ArtCorps is providing training and technical assistance to a select group of marine and terriestrial conservation organizations in both Belize and Guatemala, as part of the two-year Gulf of Honduras Creative Conservation Project. December 1-3 brought these organizations together for the Creative Collaboration Course, the third installement of ArtCorps' four-part curriculum.
What does it take to truly collaborate? In the first week of December, seven different conservation organizations from across the Gulf of Honduras came together in Punta Gorda, Belize for three intensive days with ArtCorps to find out. Maximiliano Cal, a participant from the indigenous-led non-profit Ya’axché Conservation Trust, summed up both the objective and outcome of this training with great clarity: “No one person has the answer. The answer lies in everyone working together.”
We know that collective action is essential if we are going to transform unsustainable systems and practices that threaten people and the planet. We also know that collaboration can be tedious and time-consuming due to the challenging dynamics of poor conflict management, miscommunication, competition, time pressure, or top-down approaches that generate mistrust and apathy. While good collaboration is not easy, it is vital. As ArtCorps’ Director of Development Tracie Hines reflected on her participation in the training, “We think we save time by working alone or in silos, but real collaboration makes our work more effective, vibrant, interesting and creative. We actually save time in the long run and are able to accomplish something much bigger than our individual efforts could ever do.”
To lay the foundation for our collaborative inquiry, the group in training examined five basic principles of collaboration – Participation, Trust, Accountability, Communication and Shared Goals – by creating collective human sculptures. Working together in small groups, they created frozen images with their bodies to depict the value, obstacles and skills related to each principle. The physical images were used as a launching pad to share their personal and professional experiences and to understand how they can transform collaboration challenges that are common in their conservation work.
Next, charged with creating a team name and an artistic representation that expressed their “special sauce”, or unique identity as a group, they formed teams by identifying the strengths each person brought to the table. The room buzzed with laughter and creative energy as the teams collaborated quickly to generate poems, songs and visuals that were inclusive and reflective of everyone.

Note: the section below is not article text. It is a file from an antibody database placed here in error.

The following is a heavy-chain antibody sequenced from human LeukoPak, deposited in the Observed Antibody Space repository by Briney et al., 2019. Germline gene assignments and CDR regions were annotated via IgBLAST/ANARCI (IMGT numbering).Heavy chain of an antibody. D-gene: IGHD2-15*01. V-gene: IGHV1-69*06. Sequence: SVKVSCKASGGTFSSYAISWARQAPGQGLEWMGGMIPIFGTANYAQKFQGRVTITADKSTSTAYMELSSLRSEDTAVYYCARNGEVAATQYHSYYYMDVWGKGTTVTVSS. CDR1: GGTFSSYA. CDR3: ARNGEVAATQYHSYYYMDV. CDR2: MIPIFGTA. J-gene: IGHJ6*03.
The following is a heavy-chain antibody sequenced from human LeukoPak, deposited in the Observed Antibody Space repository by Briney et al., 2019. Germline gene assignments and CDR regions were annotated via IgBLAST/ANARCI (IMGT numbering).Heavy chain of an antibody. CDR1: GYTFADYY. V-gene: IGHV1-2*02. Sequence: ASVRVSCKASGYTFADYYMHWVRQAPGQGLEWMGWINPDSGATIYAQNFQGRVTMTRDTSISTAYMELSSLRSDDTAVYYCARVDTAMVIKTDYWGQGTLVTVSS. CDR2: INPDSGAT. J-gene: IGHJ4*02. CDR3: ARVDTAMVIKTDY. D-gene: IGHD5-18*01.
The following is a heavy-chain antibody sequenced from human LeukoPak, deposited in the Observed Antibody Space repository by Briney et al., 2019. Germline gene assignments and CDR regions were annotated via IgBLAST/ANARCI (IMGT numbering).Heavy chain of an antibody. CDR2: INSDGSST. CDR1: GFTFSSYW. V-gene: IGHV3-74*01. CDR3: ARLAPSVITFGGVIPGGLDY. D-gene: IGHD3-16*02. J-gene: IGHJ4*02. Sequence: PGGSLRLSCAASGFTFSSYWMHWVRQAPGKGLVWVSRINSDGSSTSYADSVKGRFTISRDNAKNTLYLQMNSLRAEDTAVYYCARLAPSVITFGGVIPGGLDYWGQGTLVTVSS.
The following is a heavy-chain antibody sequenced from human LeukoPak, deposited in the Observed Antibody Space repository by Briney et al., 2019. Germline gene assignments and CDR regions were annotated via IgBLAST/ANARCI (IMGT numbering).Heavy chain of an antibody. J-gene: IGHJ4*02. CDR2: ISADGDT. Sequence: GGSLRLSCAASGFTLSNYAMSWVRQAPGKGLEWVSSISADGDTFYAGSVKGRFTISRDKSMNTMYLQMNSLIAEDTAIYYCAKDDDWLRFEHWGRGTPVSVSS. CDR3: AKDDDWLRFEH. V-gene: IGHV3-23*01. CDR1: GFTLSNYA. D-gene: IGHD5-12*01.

After establishing that inclusive participation is critical, the participants moved into an examination of their individual social identities by creating visual mandalas and openly sharing their stories of inclusion and exclusion with each other. They shared the negative messages they have received and difficult experiences they have had based on their gender, race, class, family of origin, age or other socially constructed category. This opened up profound reflection for all participants to understand the negative impact that marginalization and trauma can have on one’s ability to contribute. The participants expressed a renewed commitment to be aware of this dynamic and to ensure that everyone’s voice is heard and considered in the development of a collaborative project or campaign.
The group also worked on building trust with each other. In small groups, they formed tight circles in which each person had a chance to stand in the center and fall in any direction, allowing themselves to be caught by their teammates. The shared goal was to ensure everyone’s safety. This process generated a lot of emotion, prompting discussion about what it takes to establish trust, how to repair trust if it is broken and the role of accountability in effective collaboration. In a very visceral way, the participants realized that each person in a team needs to be responsible so that no one falls to the ground. They applied this insight naturally to the important role that each person plays in making their organizations strong and effective, regardless of their position or title.
In addition to trust building games, participants engaged in communication role plays, parallel thinking around an issue, saying “yes, and…” to build on each other’s ideas and identifying creative activities they can use to improve collaboration within their organizations and communities. They ended the training with strong words of appreciation for each other and their time together:
“I am stunned by how interconnected we are and by how far we have come in three days.”
“I have learned that by making ‘I statements’, I can change a situation from conflict to connection.”
“I am much more able to trust my co-workers now.”
“So many possibilities open up when we make room for everyone’s perspective,”
“We need everybody!”
In this pivotal time, these last words ring true. We need everybody to participate in building a just, thriving and sustainable world. Every perspective is critical to understanding the true needs of our communities and to making culturally appropriate and informed decisions about how to manage our resources. If you are wondering what it will take to make lasting and transformative change, just ask our Belizean partners in creative conservation. They know that the answer lies in everyone working together.